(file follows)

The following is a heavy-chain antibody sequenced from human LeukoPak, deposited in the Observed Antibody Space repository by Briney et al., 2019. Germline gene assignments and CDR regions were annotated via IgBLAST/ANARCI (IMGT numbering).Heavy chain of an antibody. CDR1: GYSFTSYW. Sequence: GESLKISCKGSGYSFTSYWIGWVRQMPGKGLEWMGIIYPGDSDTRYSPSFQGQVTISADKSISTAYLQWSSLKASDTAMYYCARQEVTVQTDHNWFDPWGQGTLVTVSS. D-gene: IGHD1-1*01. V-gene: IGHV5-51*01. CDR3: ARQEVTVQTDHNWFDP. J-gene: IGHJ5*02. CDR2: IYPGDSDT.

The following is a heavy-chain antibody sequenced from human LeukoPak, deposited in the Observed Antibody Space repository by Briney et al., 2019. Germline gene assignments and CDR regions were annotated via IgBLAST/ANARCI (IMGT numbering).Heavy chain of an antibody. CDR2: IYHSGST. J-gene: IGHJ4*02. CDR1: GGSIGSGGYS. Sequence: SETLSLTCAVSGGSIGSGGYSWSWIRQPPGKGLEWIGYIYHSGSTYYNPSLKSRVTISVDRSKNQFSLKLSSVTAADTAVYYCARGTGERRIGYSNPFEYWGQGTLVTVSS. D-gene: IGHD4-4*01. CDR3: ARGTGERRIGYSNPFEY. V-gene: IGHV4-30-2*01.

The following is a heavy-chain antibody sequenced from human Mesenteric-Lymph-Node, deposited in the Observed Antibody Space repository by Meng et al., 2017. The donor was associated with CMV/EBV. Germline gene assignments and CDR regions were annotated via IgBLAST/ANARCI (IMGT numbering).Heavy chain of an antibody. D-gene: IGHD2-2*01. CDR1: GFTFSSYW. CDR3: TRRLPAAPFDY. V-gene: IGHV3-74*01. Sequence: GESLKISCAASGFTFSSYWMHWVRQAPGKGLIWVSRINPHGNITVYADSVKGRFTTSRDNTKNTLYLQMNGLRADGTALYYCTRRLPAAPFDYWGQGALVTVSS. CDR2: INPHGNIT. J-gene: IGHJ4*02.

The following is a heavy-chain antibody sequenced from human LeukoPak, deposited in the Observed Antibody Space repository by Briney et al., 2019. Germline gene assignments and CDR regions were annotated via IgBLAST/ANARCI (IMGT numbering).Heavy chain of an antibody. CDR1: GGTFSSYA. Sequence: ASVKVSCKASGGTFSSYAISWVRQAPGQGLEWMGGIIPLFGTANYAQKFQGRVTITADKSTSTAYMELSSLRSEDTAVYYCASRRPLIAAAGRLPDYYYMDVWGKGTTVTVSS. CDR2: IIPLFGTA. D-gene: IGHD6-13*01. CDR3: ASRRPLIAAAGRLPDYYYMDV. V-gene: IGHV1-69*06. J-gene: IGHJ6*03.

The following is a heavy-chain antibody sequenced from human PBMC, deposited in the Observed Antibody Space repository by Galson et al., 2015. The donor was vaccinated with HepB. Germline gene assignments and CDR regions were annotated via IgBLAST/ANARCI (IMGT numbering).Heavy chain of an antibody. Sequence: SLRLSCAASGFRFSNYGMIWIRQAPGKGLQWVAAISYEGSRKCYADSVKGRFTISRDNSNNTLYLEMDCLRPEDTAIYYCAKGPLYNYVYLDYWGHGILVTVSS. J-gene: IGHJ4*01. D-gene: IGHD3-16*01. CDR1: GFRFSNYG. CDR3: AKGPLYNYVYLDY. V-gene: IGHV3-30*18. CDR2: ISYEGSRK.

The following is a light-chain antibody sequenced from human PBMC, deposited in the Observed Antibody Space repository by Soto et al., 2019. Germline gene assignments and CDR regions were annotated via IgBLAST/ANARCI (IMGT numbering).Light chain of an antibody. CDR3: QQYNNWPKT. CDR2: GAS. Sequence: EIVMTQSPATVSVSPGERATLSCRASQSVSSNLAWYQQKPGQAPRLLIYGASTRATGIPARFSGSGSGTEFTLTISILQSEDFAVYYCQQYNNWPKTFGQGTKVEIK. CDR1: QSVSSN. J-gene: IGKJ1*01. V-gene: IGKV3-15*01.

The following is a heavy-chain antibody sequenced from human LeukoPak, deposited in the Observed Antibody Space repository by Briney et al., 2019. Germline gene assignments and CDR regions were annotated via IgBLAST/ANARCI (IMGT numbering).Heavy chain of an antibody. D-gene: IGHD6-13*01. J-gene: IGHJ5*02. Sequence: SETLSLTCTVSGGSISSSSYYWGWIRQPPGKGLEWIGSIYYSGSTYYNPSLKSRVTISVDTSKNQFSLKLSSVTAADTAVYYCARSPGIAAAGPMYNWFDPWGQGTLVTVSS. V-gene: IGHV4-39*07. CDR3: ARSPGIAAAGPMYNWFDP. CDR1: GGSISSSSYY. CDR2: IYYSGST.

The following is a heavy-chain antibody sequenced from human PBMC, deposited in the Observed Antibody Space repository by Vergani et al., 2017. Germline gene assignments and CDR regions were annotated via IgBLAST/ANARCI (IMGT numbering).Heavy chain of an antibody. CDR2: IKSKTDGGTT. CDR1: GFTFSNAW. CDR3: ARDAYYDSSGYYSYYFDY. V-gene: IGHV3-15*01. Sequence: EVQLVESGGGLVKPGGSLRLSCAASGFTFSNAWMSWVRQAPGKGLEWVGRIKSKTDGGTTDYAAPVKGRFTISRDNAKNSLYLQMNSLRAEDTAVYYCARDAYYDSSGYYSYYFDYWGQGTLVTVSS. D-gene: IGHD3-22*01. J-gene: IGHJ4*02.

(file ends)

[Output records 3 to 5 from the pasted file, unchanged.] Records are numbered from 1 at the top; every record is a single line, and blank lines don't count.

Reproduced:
The following is a heavy-chain antibody sequenced from human Mesenteric-Lymph-Node, deposited in the Observed Antibody Space repository by Meng et al., 2017. The donor was associated with CMV/EBV. Germline gene assignments and CDR regions were annotated via IgBLAST/ANARCI (IMGT numbering).Heavy chain of an antibody. D-gene: IGHD2-2*01. CDR1: GFTFSSYW. CDR3: TRRLPAAPFDY. V-gene: IGHV3-74*01. Sequence: GESLKISCAASGFTFSSYWMHWVRQAPGKGLIWVSRINPHGNITVYADSVKGRFTTSRDNTKNTLYLQMNGLRADGTALYYCTRRLPAAPFDYWGQGALVTVSS. CDR2: INPHGNIT. J-gene: IGHJ4*02.

The following is a heavy-chain antibody sequenced from human LeukoPak, deposited in the Observed Antibody Space repository by Briney et al., 2019. Germline gene assignments and CDR regions were annotated via IgBLAST/ANARCI (IMGT numbering).Heavy chain of an antibody. CDR1: GGTFSSYA. Sequence: ASVKVSCKASGGTFSSYAISWVRQAPGQGLEWMGGIIPLFGTANYAQKFQGRVTITADKSTSTAYMELSSLRSEDTAVYYCASRRPLIAAAGRLPDYYYMDVWGKGTTVTVSS. CDR2: IIPLFGTA. D-gene: IGHD6-13*01. CDR3: ASRRPLIAAAGRLPDYYYMDV. V-gene: IGHV1-69*06. J-gene: IGHJ6*03.

The following is a heavy-chain antibody sequenced from human PBMC, deposited in the Observed Antibody Space repository by Galson et al., 2015. The donor was vaccinated with HepB. Germline gene assignments and CDR regions were annotated via IgBLAST/ANARCI (IMGT numbering).Heavy chain of an antibody. Sequence: SLRLSCAASGFRFSNYGMIWIRQAPGKGLQWVAAISYEGSRKCYADSVKGRFTISRDNSNNTLYLEMDCLRPEDTAIYYCAKGPLYNYVYLDYWGHGILVTVSS. J-gene: IGHJ4*01. D-gene: IGHD3-16*01. CDR1: GFRFSNYG. CDR3: AKGPLYNYVYLDY. V-gene: IGHV3-30*18. CDR2: ISYEGSRK.